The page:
Jig heads are extremely versatile. When it comes to picking out a style and model, you have a plethora of jig-head options at your disposal.
No matter what species you’re fishing or where, there’s a jig head to meet your needs, and the best part is that you can manage a catch even if you don’t have the right supporting gear for your jig head—or even the “right” jig head!
For example, don’t let the lack of a flipping jig stop you from using your football jig in a vegetated bit of water—even if it isn’t the most efficient, you can still use your jig to fish.
3. Freedom of Movement and Action
A jig head allows plenty of freedom for movement. You can bob it up and down, leave it suspended, flip it, pitch it, punch it into dense foliage, or hop or drag it along the bed to catch crawdad and baitfish predators.
Do I Need a Sinker with a Jig Head?
Whether or not you need a sinker with a jig head depends on the specific fishing situation you are in and the type of jig head you are using.
Jig heads are designed to mimic the movement and appearance of small baitfish or insects and can be fished in a variety of ways, including casting and retrieving, jigging, and vertical fishing.
In some cases, a sinker may be necessary to help the jig head reach the desired depth or to allow it to be fished more slowly and naturally.
In other cases, a sinker may not be needed at all, especially if the jig head is weighted or if you are using it in a fast-moving current.
It is always a good idea to pay attention to the conditions and the behavior of the fish you are targeting and adjust your rig accordingly.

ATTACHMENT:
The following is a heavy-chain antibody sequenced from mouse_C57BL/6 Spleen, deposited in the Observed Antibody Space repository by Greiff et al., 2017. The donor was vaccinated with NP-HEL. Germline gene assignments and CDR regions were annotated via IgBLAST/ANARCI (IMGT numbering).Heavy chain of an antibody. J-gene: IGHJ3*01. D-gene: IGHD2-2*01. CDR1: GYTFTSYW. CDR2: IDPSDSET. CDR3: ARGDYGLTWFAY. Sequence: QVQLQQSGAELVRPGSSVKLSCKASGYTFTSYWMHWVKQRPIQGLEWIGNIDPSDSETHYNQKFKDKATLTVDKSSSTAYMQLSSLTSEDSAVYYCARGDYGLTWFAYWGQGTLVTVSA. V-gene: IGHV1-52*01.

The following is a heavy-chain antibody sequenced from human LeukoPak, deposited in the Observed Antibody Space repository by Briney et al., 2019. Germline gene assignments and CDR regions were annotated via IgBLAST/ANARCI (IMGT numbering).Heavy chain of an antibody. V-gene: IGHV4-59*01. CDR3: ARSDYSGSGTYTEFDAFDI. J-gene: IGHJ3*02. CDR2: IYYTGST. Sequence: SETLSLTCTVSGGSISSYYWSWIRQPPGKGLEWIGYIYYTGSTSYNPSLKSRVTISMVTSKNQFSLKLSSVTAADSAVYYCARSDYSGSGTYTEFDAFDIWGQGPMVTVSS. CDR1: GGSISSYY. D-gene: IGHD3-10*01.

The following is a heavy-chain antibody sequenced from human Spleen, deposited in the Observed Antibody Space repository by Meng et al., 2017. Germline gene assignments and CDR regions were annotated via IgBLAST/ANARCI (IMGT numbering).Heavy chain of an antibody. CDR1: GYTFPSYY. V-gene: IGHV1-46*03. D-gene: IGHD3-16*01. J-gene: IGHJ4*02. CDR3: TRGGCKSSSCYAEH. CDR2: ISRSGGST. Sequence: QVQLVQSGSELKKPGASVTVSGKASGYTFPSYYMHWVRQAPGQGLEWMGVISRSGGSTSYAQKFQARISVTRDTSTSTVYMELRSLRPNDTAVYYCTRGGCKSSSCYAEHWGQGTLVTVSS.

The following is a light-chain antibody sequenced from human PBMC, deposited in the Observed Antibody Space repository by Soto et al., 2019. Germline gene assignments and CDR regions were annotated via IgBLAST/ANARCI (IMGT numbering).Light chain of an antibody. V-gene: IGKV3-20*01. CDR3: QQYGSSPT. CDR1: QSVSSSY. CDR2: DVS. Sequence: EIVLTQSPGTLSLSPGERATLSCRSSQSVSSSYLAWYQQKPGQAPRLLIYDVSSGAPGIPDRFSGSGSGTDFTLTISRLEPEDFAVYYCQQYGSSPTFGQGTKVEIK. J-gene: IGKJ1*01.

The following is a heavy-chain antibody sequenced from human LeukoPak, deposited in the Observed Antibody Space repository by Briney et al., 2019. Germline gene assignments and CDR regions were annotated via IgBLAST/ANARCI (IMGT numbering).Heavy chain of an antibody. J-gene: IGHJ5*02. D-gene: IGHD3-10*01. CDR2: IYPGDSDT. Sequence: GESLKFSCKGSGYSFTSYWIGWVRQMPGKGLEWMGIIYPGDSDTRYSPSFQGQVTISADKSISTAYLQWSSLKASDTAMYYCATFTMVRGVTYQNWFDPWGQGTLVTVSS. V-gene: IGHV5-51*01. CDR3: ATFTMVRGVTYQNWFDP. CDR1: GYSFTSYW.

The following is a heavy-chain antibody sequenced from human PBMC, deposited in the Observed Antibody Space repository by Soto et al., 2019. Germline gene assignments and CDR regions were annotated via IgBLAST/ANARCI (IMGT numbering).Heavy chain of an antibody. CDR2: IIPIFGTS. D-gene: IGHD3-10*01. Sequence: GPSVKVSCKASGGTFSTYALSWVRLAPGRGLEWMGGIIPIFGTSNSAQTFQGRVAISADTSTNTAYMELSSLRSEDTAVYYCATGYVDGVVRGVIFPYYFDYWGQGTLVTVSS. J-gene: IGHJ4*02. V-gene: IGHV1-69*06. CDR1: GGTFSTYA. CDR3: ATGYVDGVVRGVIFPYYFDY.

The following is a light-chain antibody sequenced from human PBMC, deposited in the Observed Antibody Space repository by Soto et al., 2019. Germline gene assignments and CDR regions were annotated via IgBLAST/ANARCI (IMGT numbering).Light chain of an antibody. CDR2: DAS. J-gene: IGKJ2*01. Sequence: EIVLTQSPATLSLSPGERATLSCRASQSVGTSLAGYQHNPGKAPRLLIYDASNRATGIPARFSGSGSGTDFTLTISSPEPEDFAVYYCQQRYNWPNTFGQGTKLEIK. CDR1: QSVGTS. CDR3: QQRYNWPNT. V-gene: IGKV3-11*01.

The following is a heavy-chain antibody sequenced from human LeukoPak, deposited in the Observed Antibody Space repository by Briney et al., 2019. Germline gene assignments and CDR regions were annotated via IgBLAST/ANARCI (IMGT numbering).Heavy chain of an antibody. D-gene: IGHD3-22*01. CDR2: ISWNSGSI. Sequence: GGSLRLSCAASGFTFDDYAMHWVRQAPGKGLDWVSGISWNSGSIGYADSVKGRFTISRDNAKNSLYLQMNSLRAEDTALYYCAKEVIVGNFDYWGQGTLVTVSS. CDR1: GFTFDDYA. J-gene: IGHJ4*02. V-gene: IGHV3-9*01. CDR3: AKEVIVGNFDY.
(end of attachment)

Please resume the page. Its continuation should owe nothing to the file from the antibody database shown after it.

Do I Need a Bobber with a Jig Head?
A bobber, also known as a float, can be useful for suspending the jig head at a specific depth or for indicating when a fish is biting.
However, bobbers are not always necessary or appropriate in all fishing situations.
For example, if you are casting and retrieving the jig head or jigging it up and down, a bobber may not be necessary.
On the other hand, if you are fishing in a stillwater or slow-moving river and want to keep the jig head suspended at a specific depth, a bobber can be helpful.
As with any fishing technique, it is important to pay attention to the conditions and the behavior of the fish you are targeting and adjust your rig accordingly.
What Is the Best Size Jig for Bass?
The best size jig for bass can vary depending on the specific fishing situation and the size of the bass you are targeting.
In general, jigs ranging from 1/4 to 3/4 ounces are effective for catching bass, with the most popular sizes being 1/4, 3/8, and 1/2 ounces.
The size of the jig should be matched to the size of the baitfish or insects in the area, as well as the type of cover and structure you are fishing around.
If the water is clear and the bass are feeding on small baitfish, a smaller jig may be more effective.
On the other hand, if the water is murky or the bass are feeding on larger prey, a larger jig may be more appropriate.
It is always a good idea to have a variety of jig sizes and colors on hand and to experiment to see what works best in different situations.
It is possible to fish with just a jig head, but it may not be the most effective or efficient method.
While a jig head can certainly catch fish, it is typically used in combination with other types of bait or lures to improve the chances of a successful catch.
However, if you only have a jig head available or are looking to try something new, it can be worth giving it a shot.
As with any fishing technique, the key is to experiment and see what works best for you and the type of fish you are targeting.
Tight lines, bend rods, and may all your fishes come true!